United States District Court, M.D. Florida, Ocala Division
G. BYRON UNITED STATES DISTRICT JUDGE.
an inmate at the Coleman Federal Correctional Complex,
alleges in his pro se complaint that Defendants
acted with deliberate indifference to his medical care, in
violation of the Eighth Amendment (Doc. 1). The Warden has
moved to dismiss Plaintiff's case, alleging that he has
failed to exhaust his administrative remedies under the
Prison Litigation Reform Act (PLRA) (Doc. 14). Plaintiff has
filed a response to the motion to dismiss (Docs 16). For the
reasons discussed below, Defendant's motion to dismiss is
due to be granted.
FOR LEAVE TO PROCEED IN FORMA PAUPERIS
motion for leave to proceed in forma pauperis (Doc.
2) is DENIED. Plaintiff's initial partial filing fee
under the PLRA would be $645.41, which exceeds the filing fee
of $400.00. (Doc. 10.) His average monthly deposits for the
six months prior to his suit were $3, 227.07 and his current
balance is $1571.59. He is hereby assessed the full filing fee
of $400.00. The Clerk is directed to send a copy of this
Order to the Supervisor, Inmate Accounts, at Plaintiff's
current place of incarceration.
REQUIREMENT OF THE PLRA
PLRA, at 42 U.S.C. § 1997e, reads:
(a) Applicability of Administrative Remedies. No action shall
be brought with respect to prison conditions under section
1983 of this title, or any other Federal law, by a prisoner
confined in any jail, prison, or other correctional facility
until such administrative remedies as are available are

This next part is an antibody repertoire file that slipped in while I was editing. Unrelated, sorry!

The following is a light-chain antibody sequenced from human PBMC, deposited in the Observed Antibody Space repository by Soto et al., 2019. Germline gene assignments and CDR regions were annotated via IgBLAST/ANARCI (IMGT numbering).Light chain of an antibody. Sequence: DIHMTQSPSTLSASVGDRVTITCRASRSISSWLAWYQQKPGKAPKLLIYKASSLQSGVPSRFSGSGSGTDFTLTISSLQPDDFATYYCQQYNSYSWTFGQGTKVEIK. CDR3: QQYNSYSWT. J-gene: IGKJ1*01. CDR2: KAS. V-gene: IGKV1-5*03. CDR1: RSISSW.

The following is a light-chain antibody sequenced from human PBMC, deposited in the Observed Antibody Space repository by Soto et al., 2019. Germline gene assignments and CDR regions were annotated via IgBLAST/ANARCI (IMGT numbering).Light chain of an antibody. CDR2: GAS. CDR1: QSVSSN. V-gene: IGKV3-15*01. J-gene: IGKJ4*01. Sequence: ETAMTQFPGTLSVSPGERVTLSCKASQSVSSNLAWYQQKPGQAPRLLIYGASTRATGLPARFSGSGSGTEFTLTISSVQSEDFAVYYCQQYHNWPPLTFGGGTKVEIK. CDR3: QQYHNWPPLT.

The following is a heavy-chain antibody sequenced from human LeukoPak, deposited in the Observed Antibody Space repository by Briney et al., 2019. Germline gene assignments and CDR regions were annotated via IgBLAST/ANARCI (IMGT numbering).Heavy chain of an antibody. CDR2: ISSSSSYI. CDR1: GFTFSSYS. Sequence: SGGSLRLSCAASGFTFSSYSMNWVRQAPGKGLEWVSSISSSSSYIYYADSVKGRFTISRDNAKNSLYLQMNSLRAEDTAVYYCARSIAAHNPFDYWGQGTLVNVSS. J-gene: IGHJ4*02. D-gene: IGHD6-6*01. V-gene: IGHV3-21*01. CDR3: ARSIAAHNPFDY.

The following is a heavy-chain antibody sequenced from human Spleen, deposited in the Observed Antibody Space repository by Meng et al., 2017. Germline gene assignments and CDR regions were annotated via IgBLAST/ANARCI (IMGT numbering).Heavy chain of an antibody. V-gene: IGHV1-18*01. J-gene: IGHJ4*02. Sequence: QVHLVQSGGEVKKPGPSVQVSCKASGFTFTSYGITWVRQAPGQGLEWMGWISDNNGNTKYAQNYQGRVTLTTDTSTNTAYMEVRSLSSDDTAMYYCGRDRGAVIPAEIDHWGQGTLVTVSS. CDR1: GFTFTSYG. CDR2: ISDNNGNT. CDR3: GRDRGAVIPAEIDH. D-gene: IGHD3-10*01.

is required to exhaust his administrative remedies before
filing suit, regardless of the relief offered through
administrative procedures. Alexander v. Hawk, 159
F.3d 1321, 1325 (11th Cir. 1998).
Bureau of Prisons has a three-level administrative remedy
process if informal resolution procedures fail to achieve the
inmate's desired results. See 28 C.F.R. §
542.10, et seq. The administrative remedy process is
begun by filing a Request for Administrative Remedy at the
institution where the inmate is incarcerated. If the
inmate's complaint is denied, he may file a Regional
Appeal with the Regional Office for the geographic region in
which the inmate is confined. If the Regional Office denies
relief, the inmate can appeal to the Office of General
Counsel. Proper exhaustion requires the completion of all
three steps of review. Irwin v. Hawk, 40 F.3d 347,
349, n. 2 (11th Cir. 1994) (“An inmate has not fully
exhausted his administrative remedies until he has appealed
through all three levels.”); Jones v. Bock,
549 U.S. 199, 211 (2002) (unexhausted claims are not
has presented the sworn declaration of Jeanie Register, Legal
Assistant Coleman. (Doc. 14, Exh. 2). Register attests that
after reviewing BOP records, Plaintiff filed only one
administrative remedy while in BOP Custody- a July 6, 2012,
remedy appealing a disciplinary hearing that was filed prior
to the initiation of this suit in 2019. That remedy was
rejected and Plaintiff did not pursue any further steps in
the BOP's process. Plaintiff has not filed any
administrative remedies related to the present suit. In his
response, he attaches two “Inmate Request to
Staff” forms complaining of tooth pain dated April 30
and May 14, 2019. (Doc. 16.) He also includes an
“Informal Resolution Form” dated May 21, 2019.
(Doc. 16, pp. 20, 21, 27.) This may show that Plaintiff
initiated the first step in the exhaustion process at or near
the time of filing suit (his complaint was received May 16,
2019), he did not exhaust his administrative remedies
prior to filing suit, as required by the PLRA.
Therefore, this case is due to be dismissed.
unexhausted claims are not permitted, Defendant's motion
to dismiss (Doc. 14) is GRANTED. This case is DISMISSED
without prejudice for the failure to exhaust administrative
remedies. The Clerk is directed to enter ...